Hi Al,

    Perforated black powder grains were invented in the late 1700s. Napoleon's army used perforated grains in some of their artillery pieces. A grain with one round hole in the center is called a neutral burning grain because the burning surface remains about the same until grain burnout.
    Thank you! I didn't have that bit of information. It gives me a starting point to study.

  13. #13
    Senior Member  
    Join Date
    12-25-02
    Location
    Washington State
    Posts
    2,104
    @ O.W.:

    I am very interested in your efforts in this area. I am just starting to dabble in the blackpowder area, and it's with a black powder cartridge rifle. Here's my question:

    I have found that compressing the charge will help in loading the case to a uniform density. So far, I enjoy decent accuracy from my rifle with 115 grains of Goex 1F powder, slightly compressed.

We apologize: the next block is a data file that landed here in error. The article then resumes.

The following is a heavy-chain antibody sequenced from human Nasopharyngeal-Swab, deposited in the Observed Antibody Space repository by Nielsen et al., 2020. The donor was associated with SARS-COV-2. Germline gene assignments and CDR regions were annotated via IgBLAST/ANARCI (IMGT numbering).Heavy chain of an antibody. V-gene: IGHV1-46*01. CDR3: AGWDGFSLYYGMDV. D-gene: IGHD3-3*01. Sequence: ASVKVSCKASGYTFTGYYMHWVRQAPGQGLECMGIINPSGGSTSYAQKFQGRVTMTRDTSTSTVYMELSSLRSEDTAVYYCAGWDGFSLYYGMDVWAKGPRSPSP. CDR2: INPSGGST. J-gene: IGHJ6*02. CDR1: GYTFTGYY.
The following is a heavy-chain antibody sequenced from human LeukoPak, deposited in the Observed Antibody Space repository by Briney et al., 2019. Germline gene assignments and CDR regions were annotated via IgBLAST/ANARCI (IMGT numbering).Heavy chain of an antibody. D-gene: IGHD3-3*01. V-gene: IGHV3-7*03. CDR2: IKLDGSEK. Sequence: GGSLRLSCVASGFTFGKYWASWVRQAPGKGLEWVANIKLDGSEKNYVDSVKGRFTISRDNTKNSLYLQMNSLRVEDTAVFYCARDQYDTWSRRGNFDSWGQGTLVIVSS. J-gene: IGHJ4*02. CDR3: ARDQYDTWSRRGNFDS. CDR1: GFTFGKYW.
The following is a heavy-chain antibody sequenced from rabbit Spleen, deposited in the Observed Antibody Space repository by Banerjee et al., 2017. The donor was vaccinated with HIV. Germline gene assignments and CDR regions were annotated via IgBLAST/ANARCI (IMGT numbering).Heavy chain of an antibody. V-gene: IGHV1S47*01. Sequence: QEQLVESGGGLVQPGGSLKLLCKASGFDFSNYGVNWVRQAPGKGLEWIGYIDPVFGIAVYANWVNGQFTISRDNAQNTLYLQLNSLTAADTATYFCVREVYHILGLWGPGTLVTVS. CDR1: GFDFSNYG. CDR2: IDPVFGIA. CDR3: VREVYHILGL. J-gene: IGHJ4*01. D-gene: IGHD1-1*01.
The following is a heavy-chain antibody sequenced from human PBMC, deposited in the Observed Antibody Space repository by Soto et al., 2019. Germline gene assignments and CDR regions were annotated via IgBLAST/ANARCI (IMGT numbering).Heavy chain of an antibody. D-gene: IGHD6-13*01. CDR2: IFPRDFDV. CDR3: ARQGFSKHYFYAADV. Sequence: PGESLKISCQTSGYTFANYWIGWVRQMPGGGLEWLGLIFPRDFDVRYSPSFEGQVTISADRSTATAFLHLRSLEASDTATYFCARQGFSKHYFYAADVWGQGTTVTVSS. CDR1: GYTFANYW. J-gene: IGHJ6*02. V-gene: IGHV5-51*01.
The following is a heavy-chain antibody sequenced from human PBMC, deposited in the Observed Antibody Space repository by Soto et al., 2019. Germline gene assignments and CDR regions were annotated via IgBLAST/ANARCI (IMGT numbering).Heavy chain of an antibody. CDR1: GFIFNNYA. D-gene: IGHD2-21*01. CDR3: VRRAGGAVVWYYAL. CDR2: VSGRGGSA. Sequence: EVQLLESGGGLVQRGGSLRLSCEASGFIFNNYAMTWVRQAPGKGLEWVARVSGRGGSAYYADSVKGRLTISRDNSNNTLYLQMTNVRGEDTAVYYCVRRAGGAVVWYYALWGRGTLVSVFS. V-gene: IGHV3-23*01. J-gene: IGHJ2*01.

My problem is with lube starvation--my rifle has a 34" barrel, and I usually get a nice, hard cake of carbon parked in the last few inches of the muzzle. If I do not wet patch/brush/dry patch between shots, accuracy flies right out of the window.

    Hence, my question--will compression help the burning characteristics of the black powder, and thus alleviate the formation of powder fouling?
    Hiding in plain sight....

  14. #14
    Member  
    Join Date
    08-23-07
    Posts
    7,959
    Hence, my question--will compression help the burning characteristics of the black powder, and thus alleviate the formation of powder fouling?